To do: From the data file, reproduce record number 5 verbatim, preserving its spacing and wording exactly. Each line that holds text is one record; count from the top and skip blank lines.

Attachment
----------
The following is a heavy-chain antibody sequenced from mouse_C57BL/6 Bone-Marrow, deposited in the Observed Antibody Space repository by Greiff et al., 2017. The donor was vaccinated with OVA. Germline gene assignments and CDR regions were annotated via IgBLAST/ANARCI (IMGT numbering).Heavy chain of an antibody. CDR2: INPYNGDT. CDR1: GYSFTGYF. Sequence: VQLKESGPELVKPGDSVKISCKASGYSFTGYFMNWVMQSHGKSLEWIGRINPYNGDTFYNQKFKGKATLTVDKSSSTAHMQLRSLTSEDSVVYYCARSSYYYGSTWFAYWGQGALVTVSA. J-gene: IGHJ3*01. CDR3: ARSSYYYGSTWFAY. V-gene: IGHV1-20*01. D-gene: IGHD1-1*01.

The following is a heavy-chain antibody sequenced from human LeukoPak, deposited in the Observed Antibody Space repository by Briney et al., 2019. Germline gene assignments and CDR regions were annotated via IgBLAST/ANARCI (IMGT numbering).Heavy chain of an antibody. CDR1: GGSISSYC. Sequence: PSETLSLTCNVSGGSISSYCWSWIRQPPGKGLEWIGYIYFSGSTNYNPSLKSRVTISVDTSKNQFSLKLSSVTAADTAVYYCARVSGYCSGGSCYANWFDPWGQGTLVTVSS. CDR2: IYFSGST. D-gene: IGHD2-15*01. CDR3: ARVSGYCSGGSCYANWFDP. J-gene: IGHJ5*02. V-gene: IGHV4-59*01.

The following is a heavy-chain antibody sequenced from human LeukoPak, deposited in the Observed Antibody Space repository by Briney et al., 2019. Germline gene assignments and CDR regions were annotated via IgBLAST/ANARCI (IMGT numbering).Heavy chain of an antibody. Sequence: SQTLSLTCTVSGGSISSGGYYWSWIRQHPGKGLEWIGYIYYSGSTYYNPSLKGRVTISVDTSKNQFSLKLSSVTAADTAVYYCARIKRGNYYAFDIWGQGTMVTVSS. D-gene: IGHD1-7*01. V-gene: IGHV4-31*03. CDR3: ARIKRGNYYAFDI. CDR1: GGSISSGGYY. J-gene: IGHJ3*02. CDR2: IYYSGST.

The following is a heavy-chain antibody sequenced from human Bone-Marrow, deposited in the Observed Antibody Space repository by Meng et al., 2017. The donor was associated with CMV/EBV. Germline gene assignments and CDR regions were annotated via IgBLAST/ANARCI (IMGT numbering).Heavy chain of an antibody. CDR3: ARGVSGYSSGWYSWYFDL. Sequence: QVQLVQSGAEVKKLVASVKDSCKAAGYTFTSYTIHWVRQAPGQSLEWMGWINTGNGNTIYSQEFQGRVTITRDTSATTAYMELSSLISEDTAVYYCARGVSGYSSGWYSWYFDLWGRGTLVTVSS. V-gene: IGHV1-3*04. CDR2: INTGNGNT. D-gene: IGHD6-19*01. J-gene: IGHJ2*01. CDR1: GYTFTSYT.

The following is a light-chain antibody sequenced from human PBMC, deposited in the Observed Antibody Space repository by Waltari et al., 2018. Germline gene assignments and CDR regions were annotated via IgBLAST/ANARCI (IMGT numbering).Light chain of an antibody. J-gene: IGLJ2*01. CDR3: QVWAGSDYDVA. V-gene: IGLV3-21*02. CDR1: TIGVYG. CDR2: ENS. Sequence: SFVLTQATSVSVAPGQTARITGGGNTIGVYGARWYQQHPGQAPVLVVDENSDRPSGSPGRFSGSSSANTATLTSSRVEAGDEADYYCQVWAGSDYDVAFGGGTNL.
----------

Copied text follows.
The following is a light-chain antibody sequenced from human PBMC, deposited in the Observed Antibody Space repository by Waltari et al., 2018. Germline gene assignments and CDR regions were annotated via IgBLAST/ANARCI (IMGT numbering).Light chain of an antibody. J-gene: IGLJ2*01. CDR3: QVWAGSDYDVA. V-gene: IGLV3-21*02. CDR1: TIGVYG. CDR2: ENS. Sequence: SFVLTQATSVSVAPGQTARITGGGNTIGVYGARWYQQHPGQAPVLVVDENSDRPSGSPGRFSGSSSANTATLTSSRVEAGDEADYYCQVWAGSDYDVAFGGGTNL.